Saturday, October 13, 2001

A Beautiful City

A Beautiful City
The Edinburgh Public Library has an exhibit called ‘The Write Stuff’. It is a photoessay of some of the most famous, current writers in Britain; current meaning within the last twenty years, since some of them are deceased now. The writers of note were photographed by Gordon Wright, who is an award winning photographer himself. He started out as a hobby, photographing authors and then it turned into a profession. The exhibit was a photograph of at least forty authors with a bio of each one. It was fascinating to see how many of them were poets as well as novelists. A sample of the names included Ian Rankin, William McIlvanney, J.K. Rowling, and Liz Lochhead, plus dozens others. Disappointingly, none of the authors were specifically children’s writers except Rowling, who of course wrote the Harry Potter books. In reading the bios of each of these authors, one is continually confronted with the information that some write in English and Scots, while others write in English, Scots and Gaelic. I was not certain whether this was referring to Scottish Gaelic or Irish Gaelic and if it was indeed Scottish Gaelic, then what is Scots? Never being one to hold back on my questions, I asked the staff librarian in charge of the exhibit. The Gaelic is definitely Scotch Gaelic, but that is a language unto its own. Scots however, is also a language and some argue it is a dialect of English, but it is accepted as a separate language. The grammatical rules are the same as English, but the vocabulary can be quite different. She apologized that she could not explain it further and was embarrassed that she could not. She said she herself only knows small phrases of either Scots or Scotch Gaelic. She did offer while I continued to browse the museum to find sites on the Internet where I may have my questions about the Scots language answered. Since some of you are or maybe from a Scottish heritage, I thought some of you may be interested also, so I am including them here.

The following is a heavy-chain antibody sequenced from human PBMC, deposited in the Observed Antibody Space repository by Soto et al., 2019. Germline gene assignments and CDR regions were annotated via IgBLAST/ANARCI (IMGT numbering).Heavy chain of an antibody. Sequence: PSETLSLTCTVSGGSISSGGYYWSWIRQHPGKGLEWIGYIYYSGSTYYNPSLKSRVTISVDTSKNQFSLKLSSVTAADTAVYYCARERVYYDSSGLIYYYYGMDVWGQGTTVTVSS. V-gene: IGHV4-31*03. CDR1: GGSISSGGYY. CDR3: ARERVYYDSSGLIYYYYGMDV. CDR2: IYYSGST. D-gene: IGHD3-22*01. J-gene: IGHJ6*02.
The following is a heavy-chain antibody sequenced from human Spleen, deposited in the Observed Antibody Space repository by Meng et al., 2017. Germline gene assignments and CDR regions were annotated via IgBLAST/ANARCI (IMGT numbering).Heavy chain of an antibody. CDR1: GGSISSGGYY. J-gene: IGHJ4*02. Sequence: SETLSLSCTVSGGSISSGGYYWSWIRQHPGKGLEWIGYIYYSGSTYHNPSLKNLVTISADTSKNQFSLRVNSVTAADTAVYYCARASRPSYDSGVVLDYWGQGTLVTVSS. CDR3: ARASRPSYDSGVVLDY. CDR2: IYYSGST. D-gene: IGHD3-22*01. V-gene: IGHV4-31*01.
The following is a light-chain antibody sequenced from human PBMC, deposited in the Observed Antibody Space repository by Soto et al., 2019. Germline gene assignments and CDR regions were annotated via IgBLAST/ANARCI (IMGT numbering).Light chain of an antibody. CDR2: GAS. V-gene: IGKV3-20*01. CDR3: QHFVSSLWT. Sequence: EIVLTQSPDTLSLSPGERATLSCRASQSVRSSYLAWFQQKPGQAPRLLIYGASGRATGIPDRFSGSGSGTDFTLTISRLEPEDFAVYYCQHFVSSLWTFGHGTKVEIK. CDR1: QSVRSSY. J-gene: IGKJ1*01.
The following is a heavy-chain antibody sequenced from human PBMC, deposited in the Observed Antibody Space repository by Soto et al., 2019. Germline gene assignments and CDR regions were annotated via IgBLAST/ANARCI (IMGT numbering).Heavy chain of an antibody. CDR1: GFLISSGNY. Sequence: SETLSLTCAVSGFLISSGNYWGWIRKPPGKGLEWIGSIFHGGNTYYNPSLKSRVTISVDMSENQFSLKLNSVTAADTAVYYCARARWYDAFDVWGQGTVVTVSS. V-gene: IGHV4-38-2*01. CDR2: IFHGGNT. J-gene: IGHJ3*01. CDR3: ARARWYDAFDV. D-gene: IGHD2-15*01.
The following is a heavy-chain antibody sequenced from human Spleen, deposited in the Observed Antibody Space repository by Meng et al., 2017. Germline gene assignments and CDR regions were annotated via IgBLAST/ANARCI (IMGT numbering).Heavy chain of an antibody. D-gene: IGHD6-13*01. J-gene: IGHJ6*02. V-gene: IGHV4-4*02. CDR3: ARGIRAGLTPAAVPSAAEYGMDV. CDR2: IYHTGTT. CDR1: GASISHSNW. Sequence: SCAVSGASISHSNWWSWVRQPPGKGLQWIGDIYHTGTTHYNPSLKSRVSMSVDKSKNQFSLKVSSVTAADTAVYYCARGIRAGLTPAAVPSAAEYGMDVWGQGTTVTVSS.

Scots Language Society
Online Scottish Dictionary
The other part of the library that I was hoping to see was the library itself. The exhibit was in a building across the street from the library. To enter the library, you need to present an identification showing that you are a resident of Great Britain or purchase a library card. The main reason that I wanted to tour it was to visit the Children’s Library. My new found friend the staff member at the exhibit explained that there is no Children’s Library as such. What they have is a section for children only. With that information, I did not find the need to buy a card. If they had a specific Children’s Library and librarians in the area, I would have wanted to discuss some of the current titles that are on the market for children. One of my hobbies when we travel is to purchase a children’s book in the native language of the country. I will be looking for a children’s book in Scots or Scotch Gaelic, before we leave.
One of the best bargains in Edinburgh is the Museum of Scotland. This museum opened in December of 1998 and its modern architecture is in juxtaposition to Victorian-era Royal Museum to which it is joined. Both museums are free entry with the exception of any special exhibits at the Royal Museum. The Museum of Scotland presents Scotland to the world with over 10,000 of the country’s most precious artifacts. Starting at Level Zero, which is the basement, you see the land that was before the country and the geological aspects. Working up to Level One, you see the country forming with clans and kingdoms starting with the Pict Kings and moving forward to Elizabeth II. Each floor upward, progresses in time from a sociological, technical, and historical perspective. We chose to take the free tour with the Docent Angus Mackay, who led us through Scottish history within an hour and a half, but only making us jealous that we did not have hours and the energy to devote to this captivating museum. Ron and I did take an extra hour after the tour to first visit the roof terrace, which has an incredible view of the city, but then to venture our separate ways for further explorations based on our own interests. They have multiple selections of restaurants from which to choose for tea or for a hearty large portioned meal at a reasonable cost.